Students hope Israel summit will spur campus advocacy

jerusalem | Concerned that Jewish student activists need to explore the complexities of Israel in person and on the ground — especially as Israeli-Palestinian fighting enters its fourth year and Israel remains unpopular on many campuses — organizers of the Global Jewish Student Leadership Summit hosted some 1,000 young adults during winter break.

“This gives them the ability to go back to their campuses and start every sentence with ‘I just came back from Israel,'” said Alon Friedman, the New York-based representative of Hamagshimim, the student chapter of Hadassah. “It gives them much more credibility.”

The students on the trip will be able to bring to campus a personal narrative that helps them explain the conflict to others, said the organizers, who included the Jewish Agency for Israel, the World Union of Jewish Students and Israel’s Ministry of Diaspora Affairs.

Among the 300 Hillel students at the summit were some 80 U.S. student leaders on a special advocacy-training mission co-sponsored by the AIPAC, the American pro-Israel lobby.

Most mornings on their 12-day trip, they rose at dawn to read Israeli newspapers and hone their media-analysis skills.

The students traveled the length of the country meeting both Israelis and Palestinians and were coached on dealing with media. Video cameras were set up to record them as they practiced interviewing and public-speaking skills.

At the final morning of the student summit, wearing baseball caps and sweatshirts with their university logos, students clapped, cheered and took notes as attorney Alan Dershowitz took to the stage.

“I want you to change the world. I want you to be my co-counsel for Israel,” said Dershowitz, who recently published an advocacy guide, “The Case for Israel.” “I’ve never had a client more innocent or unjustly accused than Israel.”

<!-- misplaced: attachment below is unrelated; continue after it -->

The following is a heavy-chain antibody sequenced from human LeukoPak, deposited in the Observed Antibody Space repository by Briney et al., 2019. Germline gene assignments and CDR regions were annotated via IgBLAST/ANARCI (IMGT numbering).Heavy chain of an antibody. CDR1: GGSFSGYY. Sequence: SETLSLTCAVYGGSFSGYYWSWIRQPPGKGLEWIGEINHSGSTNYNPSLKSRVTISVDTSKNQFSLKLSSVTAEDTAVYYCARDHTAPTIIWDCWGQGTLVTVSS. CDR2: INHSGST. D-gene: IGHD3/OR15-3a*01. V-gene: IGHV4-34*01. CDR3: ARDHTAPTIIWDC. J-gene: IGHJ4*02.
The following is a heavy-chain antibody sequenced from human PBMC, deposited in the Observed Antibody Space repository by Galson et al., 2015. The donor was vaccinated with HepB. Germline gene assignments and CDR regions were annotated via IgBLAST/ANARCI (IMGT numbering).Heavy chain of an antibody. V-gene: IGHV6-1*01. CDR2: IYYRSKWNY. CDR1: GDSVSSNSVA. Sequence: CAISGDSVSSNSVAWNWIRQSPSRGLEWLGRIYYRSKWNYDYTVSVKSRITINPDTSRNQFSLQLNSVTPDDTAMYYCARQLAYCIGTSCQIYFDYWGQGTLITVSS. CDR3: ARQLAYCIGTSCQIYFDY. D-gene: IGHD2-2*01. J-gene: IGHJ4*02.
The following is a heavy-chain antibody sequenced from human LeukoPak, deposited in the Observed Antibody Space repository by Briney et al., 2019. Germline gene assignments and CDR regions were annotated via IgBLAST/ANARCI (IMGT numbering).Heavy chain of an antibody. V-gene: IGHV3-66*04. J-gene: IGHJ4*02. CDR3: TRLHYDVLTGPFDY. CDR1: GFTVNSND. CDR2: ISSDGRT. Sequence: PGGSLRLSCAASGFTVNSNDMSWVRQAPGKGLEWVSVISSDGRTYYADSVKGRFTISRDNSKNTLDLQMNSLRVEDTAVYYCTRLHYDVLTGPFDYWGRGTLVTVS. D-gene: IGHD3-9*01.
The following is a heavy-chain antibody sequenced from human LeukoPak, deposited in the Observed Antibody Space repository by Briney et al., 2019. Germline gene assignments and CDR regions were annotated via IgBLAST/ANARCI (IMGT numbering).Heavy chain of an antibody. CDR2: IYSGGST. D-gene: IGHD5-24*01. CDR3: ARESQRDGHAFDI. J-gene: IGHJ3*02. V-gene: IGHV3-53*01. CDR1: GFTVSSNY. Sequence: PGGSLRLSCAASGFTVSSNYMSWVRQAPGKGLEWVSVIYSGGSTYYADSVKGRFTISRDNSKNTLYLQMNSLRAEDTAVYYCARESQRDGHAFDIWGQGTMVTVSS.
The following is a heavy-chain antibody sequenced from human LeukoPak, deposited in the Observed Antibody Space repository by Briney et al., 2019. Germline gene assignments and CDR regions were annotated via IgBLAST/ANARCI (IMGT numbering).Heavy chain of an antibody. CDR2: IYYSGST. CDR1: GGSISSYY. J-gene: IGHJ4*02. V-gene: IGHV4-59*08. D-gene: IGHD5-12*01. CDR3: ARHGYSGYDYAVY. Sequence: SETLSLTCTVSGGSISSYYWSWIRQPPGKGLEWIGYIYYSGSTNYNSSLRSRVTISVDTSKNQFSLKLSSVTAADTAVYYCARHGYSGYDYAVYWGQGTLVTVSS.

Dershowitz reminded students that they had the freedom to defend or criticize the country, just as Israelis do, but urged them to stand up for Israel. He spoke of the trepidation among Jewish faculty and students to speak out in support of Israel, and urged summit participants to lead by example.

“It’s an uphill fight,” he told the crowd. “Go to it and rock the world.”

Students said the experience would help them be more effective advocates at home.

“We are not trying to be reactionary; we are trying to get information about the problems,” said Dalit Ballen, 21, who is studying for a joint degree at Columbia University and the Jewish Theological Seminary.

Ballen, who was one of the students on the Israel advocacy mission, said taking on Israel advocacy feels like “an overwhelming feeling of responsibility” — especially since no peaceful solution to the conflict with the Palestinians looms on the horizon.

Being in Israel, Ballen said, gives the students information for intelligent arguments in the often heated discussions at Columbia — especially with faculty members, many of whom have been especially outspoken against Israel.

Ballen’s friend Baylene Wacks, also 21 and from South Florida, said coming to Israel will boost her advocacy efforts at George Washington University, where she said student apathy, not anti-Israel sentiment, is the major problem.

“Now we can say, ‘Yes, I spoke to Knesset members and here is what is going on.’ I learned about the moral code used by the” Israeli army,” Wacks said.

The summit emphasized positive associations with Israel.

Blue and white T-shirts emblazoned with “I Love Israel. I Want Peace” on the front and “I am a Zionist” on the back were for sale. Students are planning to sell the shirts at their home campuses.

“We are trying to reclaim Zionism” to show that it’s not “a fanatical nationalistic movement,” Friedman said.